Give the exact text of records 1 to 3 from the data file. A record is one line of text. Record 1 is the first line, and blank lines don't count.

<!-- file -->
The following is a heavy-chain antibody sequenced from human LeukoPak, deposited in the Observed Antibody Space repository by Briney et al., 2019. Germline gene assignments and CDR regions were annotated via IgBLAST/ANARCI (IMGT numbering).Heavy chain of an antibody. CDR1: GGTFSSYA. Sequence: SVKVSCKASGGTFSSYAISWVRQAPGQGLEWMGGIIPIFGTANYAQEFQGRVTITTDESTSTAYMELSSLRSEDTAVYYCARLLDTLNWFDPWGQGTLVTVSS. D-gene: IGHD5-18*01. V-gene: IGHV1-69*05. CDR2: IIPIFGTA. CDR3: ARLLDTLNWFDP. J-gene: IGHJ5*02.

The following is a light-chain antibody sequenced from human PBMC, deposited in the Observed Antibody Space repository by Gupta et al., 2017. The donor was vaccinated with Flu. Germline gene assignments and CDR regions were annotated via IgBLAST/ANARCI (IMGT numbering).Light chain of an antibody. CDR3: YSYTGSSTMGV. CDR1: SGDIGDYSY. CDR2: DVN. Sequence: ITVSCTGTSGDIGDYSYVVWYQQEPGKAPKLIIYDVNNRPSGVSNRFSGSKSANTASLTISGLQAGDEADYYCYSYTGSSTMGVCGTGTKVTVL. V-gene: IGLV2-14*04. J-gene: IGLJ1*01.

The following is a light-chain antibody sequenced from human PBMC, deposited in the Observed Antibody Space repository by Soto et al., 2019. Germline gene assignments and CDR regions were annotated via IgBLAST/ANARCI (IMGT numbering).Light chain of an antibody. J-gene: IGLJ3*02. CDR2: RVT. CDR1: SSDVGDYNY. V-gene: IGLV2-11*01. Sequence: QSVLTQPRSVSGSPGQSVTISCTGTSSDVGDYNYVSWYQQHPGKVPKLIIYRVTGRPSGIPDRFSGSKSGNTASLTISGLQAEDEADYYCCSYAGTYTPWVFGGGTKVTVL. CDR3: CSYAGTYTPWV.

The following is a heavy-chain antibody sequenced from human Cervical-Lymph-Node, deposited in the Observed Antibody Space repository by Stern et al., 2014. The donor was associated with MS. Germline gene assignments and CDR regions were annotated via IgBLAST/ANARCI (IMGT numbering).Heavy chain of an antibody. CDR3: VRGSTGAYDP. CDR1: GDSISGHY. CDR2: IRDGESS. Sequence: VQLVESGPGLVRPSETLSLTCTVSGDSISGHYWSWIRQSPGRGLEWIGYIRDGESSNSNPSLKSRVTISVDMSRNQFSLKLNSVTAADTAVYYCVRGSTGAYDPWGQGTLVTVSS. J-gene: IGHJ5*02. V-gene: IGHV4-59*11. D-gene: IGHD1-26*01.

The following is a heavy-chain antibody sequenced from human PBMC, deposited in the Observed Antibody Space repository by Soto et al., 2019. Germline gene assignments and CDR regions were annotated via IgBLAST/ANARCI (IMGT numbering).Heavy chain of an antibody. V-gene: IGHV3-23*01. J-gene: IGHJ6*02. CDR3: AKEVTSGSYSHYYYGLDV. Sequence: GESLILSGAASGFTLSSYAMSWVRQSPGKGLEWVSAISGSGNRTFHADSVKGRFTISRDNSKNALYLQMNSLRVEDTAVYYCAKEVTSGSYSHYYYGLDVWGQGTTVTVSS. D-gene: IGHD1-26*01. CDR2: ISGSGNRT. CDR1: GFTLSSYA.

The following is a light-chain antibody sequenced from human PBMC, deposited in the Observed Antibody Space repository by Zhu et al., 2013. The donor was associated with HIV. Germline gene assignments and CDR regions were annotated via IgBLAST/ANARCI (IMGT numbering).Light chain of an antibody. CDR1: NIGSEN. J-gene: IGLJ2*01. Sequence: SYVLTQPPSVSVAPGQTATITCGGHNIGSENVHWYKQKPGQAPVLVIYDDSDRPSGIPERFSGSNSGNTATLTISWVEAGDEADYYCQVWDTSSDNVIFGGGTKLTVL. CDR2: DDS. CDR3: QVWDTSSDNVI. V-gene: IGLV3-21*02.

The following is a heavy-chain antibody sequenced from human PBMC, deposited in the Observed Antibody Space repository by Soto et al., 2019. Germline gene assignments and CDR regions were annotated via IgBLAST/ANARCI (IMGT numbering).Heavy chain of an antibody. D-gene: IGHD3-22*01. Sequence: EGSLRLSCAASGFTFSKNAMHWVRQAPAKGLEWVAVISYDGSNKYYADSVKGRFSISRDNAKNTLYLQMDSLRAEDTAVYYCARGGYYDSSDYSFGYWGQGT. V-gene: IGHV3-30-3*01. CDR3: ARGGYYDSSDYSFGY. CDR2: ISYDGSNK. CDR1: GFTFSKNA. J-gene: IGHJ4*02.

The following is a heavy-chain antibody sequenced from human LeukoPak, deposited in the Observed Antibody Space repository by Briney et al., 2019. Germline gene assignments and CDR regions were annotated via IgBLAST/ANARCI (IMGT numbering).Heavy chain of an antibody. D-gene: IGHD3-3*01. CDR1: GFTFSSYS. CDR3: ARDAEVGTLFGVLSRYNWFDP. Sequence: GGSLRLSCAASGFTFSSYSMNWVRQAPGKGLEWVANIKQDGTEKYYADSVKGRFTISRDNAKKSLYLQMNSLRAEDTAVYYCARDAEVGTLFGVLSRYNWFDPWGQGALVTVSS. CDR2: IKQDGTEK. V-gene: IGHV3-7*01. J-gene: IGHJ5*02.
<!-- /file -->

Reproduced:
The following is a heavy-chain antibody sequenced from human LeukoPak, deposited in the Observed Antibody Space repository by Briney et al., 2019. Germline gene assignments and CDR regions were annotated via IgBLAST/ANARCI (IMGT numbering).Heavy chain of an antibody. CDR1: GGTFSSYA. Sequence: SVKVSCKASGGTFSSYAISWVRQAPGQGLEWMGGIIPIFGTANYAQEFQGRVTITTDESTSTAYMELSSLRSEDTAVYYCARLLDTLNWFDPWGQGTLVTVSS. D-gene: IGHD5-18*01. V-gene: IGHV1-69*05. CDR2: IIPIFGTA. CDR3: ARLLDTLNWFDP. J-gene: IGHJ5*02.

The following is a light-chain antibody sequenced from human PBMC, deposited in the Observed Antibody Space repository by Gupta et al., 2017. The donor was vaccinated with Flu. Germline gene assignments and CDR regions were annotated via IgBLAST/ANARCI (IMGT numbering).Light chain of an antibody. CDR3: YSYTGSSTMGV. CDR1: SGDIGDYSY. CDR2: DVN. Sequence: ITVSCTGTSGDIGDYSYVVWYQQEPGKAPKLIIYDVNNRPSGVSNRFSGSKSANTASLTISGLQAGDEADYYCYSYTGSSTMGVCGTGTKVTVL. V-gene: IGLV2-14*04. J-gene: IGLJ1*01.

The following is a light-chain antibody sequenced from human PBMC, deposited in the Observed Antibody Space repository by Soto et al., 2019. Germline gene assignments and CDR regions were annotated via IgBLAST/ANARCI (IMGT numbering).Light chain of an antibody. J-gene: IGLJ3*02. CDR2: RVT. CDR1: SSDVGDYNY. V-gene: IGLV2-11*01. Sequence: QSVLTQPRSVSGSPGQSVTISCTGTSSDVGDYNYVSWYQQHPGKVPKLIIYRVTGRPSGIPDRFSGSKSGNTASLTISGLQAEDEADYYCCSYAGTYTPWVFGGGTKVTVL. CDR3: CSYAGTYTPWV.